About 80 percent of uses of the hashtag #kyūjo — which means rescue in Japanese — posted on Twitter during the deadly disaster caused by heavy rains in July were unrelated to calls for help, according to a study.
While noting that rescue calls should be made over the phone in principle, study leader Shosuke Sato, an associate professor at Tohoku University, urged users not to post unnecessary tweets in emergencies. “Tweets from people who genuinely need help could be lost,” he said.
When no other means are available, Twitter Japan recommends users add the hashtag together with details of their circumstances and exact location to issue a call for help on the social media platform.
In the research, Sato analyzed 2,171 tweets with the hashtag posted between July 6 and 8.
By July 8 more than 80 people had died and over 50 others were missing as torrential rains caused flooding and landslides in western Japan, leaving many people stranded.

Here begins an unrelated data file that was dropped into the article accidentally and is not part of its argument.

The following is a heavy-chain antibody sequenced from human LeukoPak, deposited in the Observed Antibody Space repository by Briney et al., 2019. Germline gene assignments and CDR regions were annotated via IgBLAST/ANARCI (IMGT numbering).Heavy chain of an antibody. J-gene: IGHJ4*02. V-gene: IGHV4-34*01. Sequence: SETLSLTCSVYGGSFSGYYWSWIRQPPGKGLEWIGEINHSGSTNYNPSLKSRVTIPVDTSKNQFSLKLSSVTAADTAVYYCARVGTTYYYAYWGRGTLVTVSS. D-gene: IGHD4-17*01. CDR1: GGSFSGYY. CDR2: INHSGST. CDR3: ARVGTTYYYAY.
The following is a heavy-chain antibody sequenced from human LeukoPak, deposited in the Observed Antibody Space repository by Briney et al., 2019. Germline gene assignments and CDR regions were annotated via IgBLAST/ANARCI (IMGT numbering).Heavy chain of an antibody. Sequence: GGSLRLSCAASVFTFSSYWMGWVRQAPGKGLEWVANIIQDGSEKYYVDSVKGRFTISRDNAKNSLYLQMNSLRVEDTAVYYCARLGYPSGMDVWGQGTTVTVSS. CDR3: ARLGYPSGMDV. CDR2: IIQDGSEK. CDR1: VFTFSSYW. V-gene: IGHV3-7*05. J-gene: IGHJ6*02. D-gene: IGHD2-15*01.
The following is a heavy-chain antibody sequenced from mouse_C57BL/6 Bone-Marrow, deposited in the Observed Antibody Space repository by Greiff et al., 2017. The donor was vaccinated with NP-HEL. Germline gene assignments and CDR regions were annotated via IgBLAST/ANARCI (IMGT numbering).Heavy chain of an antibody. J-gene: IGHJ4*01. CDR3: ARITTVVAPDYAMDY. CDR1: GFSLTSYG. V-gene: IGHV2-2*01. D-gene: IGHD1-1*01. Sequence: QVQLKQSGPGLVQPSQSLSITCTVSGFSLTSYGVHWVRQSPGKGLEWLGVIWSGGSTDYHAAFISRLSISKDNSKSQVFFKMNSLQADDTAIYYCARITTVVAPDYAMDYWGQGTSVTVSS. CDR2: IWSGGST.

The study showed only 123 tweets, or 5.7 percent of the surveyed posts, called for help, and 213 posts, or 9.8 percent, were ‘retweeting’ (or sharing) them. Combining original tweets and retweets, they only accounted for 15.5 percent of the total.
The other 1,835 tweets, or 84.5 percent of the total, were unrelated to emergency calls for help — with some commenting on things to keep in mind when using the hashtag and others sending encouraging messages to disaster victims. There were also tweets not related to the torrential rain.
Similar trends were found during the heavy rains that fell in northern Kyushu in July last year.
The torrential rains this July hit Okayama, Hiroshima and Ehime prefectures the hardest.
As of early October, more than 200 people had died in 15 prefectures, including those three, and hundreds of people were still living in shelters.
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